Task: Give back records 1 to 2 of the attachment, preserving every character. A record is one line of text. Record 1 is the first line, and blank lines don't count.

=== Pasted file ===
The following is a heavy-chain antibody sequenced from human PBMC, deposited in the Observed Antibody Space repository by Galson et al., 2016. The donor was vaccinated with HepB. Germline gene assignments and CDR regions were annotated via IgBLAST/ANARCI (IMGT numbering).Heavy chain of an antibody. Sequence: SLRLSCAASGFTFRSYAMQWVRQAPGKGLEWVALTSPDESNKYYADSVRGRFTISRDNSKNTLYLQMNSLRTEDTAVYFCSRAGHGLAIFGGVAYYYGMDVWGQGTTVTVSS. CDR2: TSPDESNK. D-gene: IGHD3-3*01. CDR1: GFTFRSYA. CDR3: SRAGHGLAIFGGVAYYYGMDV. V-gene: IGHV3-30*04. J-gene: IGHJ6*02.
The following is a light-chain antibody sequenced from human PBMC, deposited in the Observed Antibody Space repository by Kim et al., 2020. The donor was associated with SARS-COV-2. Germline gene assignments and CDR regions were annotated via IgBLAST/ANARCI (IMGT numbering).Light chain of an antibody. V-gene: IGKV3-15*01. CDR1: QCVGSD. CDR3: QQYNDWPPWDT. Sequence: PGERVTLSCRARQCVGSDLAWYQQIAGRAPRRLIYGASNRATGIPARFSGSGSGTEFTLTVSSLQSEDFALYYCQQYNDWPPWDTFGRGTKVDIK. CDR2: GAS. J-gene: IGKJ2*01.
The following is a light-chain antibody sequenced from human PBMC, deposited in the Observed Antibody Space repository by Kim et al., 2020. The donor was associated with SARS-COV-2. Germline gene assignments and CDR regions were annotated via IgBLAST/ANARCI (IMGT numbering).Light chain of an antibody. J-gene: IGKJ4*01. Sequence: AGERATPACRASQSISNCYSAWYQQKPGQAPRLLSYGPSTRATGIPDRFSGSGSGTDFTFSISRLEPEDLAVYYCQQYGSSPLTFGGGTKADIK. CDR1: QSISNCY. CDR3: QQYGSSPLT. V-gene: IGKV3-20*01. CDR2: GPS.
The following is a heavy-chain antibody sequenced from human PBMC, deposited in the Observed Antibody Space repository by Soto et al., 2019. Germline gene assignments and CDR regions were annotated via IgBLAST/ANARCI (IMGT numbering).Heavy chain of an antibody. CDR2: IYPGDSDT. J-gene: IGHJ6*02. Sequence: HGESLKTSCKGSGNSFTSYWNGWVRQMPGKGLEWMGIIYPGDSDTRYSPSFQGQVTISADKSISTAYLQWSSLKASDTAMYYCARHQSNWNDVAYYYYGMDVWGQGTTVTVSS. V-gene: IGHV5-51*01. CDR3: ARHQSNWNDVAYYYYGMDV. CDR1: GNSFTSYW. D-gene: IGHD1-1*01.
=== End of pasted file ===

The following is a heavy-chain antibody sequenced from human PBMC, deposited in the Observed Antibody Space repository by Galson et al., 2016. The donor was vaccinated with HepB. Germline gene assignments and CDR regions were annotated via IgBLAST/ANARCI (IMGT numbering).Heavy chain of an antibody. Sequence: SLRLSCAASGFTFRSYAMQWVRQAPGKGLEWVALTSPDESNKYYADSVRGRFTISRDNSKNTLYLQMNSLRTEDTAVYFCSRAGHGLAIFGGVAYYYGMDVWGQGTTVTVSS. CDR2: TSPDESNK. D-gene: IGHD3-3*01. CDR1: GFTFRSYA. CDR3: SRAGHGLAIFGGVAYYYGMDV. V-gene: IGHV3-30*04. J-gene: IGHJ6*02.
The following is a light-chain antibody sequenced from human PBMC, deposited in the Observed Antibody Space repository by Kim et al., 2020. The donor was associated with SARS-COV-2. Germline gene assignments and CDR regions were annotated via IgBLAST/ANARCI (IMGT numbering).Light chain of an antibody. V-gene: IGKV3-15*01. CDR1: QCVGSD. CDR3: QQYNDWPPWDT. Sequence: PGERVTLSCRARQCVGSDLAWYQQIAGRAPRRLIYGASNRATGIPARFSGSGSGTEFTLTVSSLQSEDFALYYCQQYNDWPPWDTFGRGTKVDIK. CDR2: GAS. J-gene: IGKJ2*01.